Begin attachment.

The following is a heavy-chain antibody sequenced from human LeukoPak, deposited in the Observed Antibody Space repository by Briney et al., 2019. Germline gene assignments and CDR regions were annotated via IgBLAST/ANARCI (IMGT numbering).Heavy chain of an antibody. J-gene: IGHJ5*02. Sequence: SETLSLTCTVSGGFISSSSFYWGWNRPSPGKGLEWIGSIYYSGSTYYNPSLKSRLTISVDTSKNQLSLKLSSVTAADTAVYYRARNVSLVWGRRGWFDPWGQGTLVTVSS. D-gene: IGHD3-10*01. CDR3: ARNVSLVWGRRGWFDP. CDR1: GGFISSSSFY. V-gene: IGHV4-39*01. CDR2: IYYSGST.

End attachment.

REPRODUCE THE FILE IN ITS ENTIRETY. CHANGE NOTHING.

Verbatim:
The following is a heavy-chain antibody sequenced from human LeukoPak, deposited in the Observed Antibody Space repository by Briney et al., 2019. Germline gene assignments and CDR regions were annotated via IgBLAST/ANARCI (IMGT numbering).Heavy chain of an antibody. J-gene: IGHJ5*02. Sequence: SETLSLTCTVSGGFISSSSFYWGWNRPSPGKGLEWIGSIYYSGSTYYNPSLKSRLTISVDTSKNQLSLKLSSVTAADTAVYYRARNVSLVWGRRGWFDPWGQGTLVTVSS. D-gene: IGHD3-10*01. CDR3: ARNVSLVWGRRGWFDP. CDR1: GGFISSSSFY. V-gene: IGHV4-39*01. CDR2: IYYSGST.